8.   In pertinent part, the findings provide:“Section Two. Findings and Declarations.   The People of the State of California hereby find and declare as follows:(c) “Politicians have undermined the dignity and security of all citizens who depend on pension benefits for their retirement by repeatedly raiding their pension funds.(d) Political meddling has driven the federal Social Security system to the brink of bankruptcy.   To protect the financial security of retired Californians, politicians must be prevented from meddling in or looting pension funds.(e) Raids by politicians on public pension funds will burden taxpayers with massive tax increases in the future.(f) To protect pension systems, retirement board trustees must be free from political meddling and intimidation.(g) The integrity of our public pension systems demands that safeguards be instituted to prevent political ‘packing’ of retirement boards, and encroachment upon the sole and exclusive fiduciary powers or infringement upon the actuarial duties of those retirement boards.(h) In order to protect pension benefits and to avoid the prospect of higher taxes the People must act now to shield the pension funds of this state from abuse, plunder and political corruption.”  (See Historical Notes, 3 West's Ann. Const. (1996 ed.) foll. art.   XVI, § 17, p. 114.)

9.   Appellants filed a petition for writ of supersedeas which we treated as a motion for stay pending appeal, and on that basis granted the motion.

10.   DPA establishes salary ranges for each class of civil service positions and administers salaries of exempt employees.  (Respectively §§ 19826, 19816.)   In Lowe v. California Resources Agency (1991) 1 Cal.App.4th 1140, 1146, 2 Cal.Rptr.2d 558, (Lowe) this court said the DPA has “exclusive jurisdiction to classify positions in the state civil service.”   CalPERS argues this prevents the Controller from challenging its expenditures because the Controller has no authority to classify employees as civil service.   We disagree.Lowe concerns the classification of positions within the civil service, not the right to a determination whether positions are civil service positions.  (See Stockton v. Department of Employment (1944) 25 Cal.2d 264, 272, [153 P.2d 741], upon which Lowe relies.)

11.   Section 12410 provides in pertinent part:  “The Controller shall superintend the fiscal concerns of the state.   The Controller shall audit all claims against the state, and may audit the disbursement of any state money, for correctness, legality, and for sufficient provisions of law for payment.”In Part V of the Discussion we consider the Board's claim the retirement fund is not “state money.”

12.   Section 12470 provides in pertinent part that “the Controller shall install and operate a uniform state payroll system for all state agencies except the California Exposition and State Fair and the University of California.”

13.   Overruled on other grounds in California State Employees' Assn. v. State of California (1988) 199 Cal.App.3d 840, 851, 245 Cal.Rptr. 232.

14.   In a petition for rehearing, the Board argues that we improperly decided the merits of the Controller's sixth cause of action because we decided an issue that had not been addressed by the trial court and had not been proposed or briefed by any party to the appeal in violation of Government Code section 68081.   We disagree.As to the Board's first argument, this court has the power pursuant to Code of Civil Procedure section 43 to “determine all the questions of law involved in the case, presented upon such appeal, and necessary to the final determination of the case.”   Pursuant to this section we may direct the trial court to enter judgment where the facts are undisputed, as here, and the proper judgment is apparent from the record as a matter of law.   (Conley v. Matthes (1997) 56 Cal.App.4th 1453, 1459, fn. 7, 66 Cal.Rptr.2d 518;  Continental Cas. Co. v. Phoenix Constr. Co. (1956) 46 Cal.2d 423, 440, 296 P.2d 801.)As to the second argument, Government Code section 68081 directs that before we may render a decision “based upon an issue which was not proposed or briefed by any party to the proceeding” we must afford the parties an opportunity for supplemental briefing.   There is no need to do so in this case because the sixth cause of action is based upon an issue thoroughly briefed by both parties, the nature and scope of the “plenary authority” over the “administration of the system” granted the Board by Article XVI, section 17.   Implicit in our determination that such authority is limited to the investments, payments to beneficiaries, and similar services of CalPERS, is the determination that Article XVI, section 17 does not overrule the state's civil service laws, including article VII, section 1.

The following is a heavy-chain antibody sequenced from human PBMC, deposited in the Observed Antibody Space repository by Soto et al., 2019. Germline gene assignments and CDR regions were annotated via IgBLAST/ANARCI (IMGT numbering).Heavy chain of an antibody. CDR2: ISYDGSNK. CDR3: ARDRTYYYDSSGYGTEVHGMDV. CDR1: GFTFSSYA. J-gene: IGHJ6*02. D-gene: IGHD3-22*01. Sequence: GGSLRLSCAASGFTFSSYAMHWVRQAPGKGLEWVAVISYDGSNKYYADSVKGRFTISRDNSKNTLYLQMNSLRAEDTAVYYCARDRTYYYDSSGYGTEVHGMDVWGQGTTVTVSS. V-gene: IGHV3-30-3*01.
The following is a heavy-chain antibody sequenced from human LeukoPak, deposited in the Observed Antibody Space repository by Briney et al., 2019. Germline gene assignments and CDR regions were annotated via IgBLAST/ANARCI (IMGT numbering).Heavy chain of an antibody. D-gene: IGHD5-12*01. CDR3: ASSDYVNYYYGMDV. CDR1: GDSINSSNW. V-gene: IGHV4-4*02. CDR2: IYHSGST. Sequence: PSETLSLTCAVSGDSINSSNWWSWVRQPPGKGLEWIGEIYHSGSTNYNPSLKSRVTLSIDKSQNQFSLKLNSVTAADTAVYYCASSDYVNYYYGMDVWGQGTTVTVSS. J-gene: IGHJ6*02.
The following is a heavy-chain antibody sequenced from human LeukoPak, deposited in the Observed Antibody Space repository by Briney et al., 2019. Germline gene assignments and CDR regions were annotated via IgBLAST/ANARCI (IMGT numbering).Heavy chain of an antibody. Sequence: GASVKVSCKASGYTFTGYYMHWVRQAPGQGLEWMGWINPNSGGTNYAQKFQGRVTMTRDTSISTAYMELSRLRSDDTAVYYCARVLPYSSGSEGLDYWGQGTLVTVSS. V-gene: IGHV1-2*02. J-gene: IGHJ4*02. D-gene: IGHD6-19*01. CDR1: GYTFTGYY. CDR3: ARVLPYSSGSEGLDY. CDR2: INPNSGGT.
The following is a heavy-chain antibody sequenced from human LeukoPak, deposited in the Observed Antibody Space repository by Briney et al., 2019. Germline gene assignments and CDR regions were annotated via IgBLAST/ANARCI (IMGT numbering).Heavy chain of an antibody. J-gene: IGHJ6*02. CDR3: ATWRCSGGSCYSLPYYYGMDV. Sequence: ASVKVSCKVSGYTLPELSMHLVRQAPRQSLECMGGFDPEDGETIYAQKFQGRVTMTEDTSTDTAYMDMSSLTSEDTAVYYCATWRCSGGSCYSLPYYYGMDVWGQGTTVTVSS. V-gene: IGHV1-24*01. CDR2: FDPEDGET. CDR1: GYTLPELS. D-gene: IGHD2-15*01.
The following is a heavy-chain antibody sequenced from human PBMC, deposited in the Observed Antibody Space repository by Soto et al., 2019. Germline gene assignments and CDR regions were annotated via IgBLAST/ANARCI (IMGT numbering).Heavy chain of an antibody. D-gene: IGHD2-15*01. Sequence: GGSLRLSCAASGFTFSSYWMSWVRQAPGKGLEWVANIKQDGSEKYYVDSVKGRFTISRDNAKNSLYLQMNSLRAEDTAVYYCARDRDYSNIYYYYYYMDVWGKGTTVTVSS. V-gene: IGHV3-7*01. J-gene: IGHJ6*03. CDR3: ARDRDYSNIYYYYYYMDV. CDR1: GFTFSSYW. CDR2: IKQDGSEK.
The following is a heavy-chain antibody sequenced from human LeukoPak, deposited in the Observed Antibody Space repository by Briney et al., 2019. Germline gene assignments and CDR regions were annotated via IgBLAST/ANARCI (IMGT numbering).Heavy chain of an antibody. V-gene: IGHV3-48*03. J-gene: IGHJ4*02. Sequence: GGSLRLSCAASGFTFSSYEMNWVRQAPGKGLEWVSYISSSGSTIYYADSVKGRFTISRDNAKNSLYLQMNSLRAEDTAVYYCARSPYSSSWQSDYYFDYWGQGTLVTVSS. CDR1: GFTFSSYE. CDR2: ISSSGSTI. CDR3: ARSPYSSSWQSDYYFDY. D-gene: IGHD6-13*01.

15.   Hustedt held the objectives of article XIV, section 4 (to enact a complete package of workers' compensation, to provide for the resolution of any disputes arising under such legislation by an administrative agency which exercised all “requisite” governmental functions, and to resolve disputes arising under such legislation “expeditiously, inexpensively, and without incumbrance”) did not require the Worker's Compensation Appeals Board to have the power to suspend or remove attorneys from practice before the board.   Therefore, article XIV, section 4 did not effect an implied repeal of the separation of powers doctrine embodied in article III, section 3. (Id. at p. 344, 178 Cal.Rptr. 801, 636 P.2d 1139.)

16.   The parties' requests for judicial notice are denied.

BLEASE, Acting P.J.

We concur:  SIMS and ROBIE, JJ.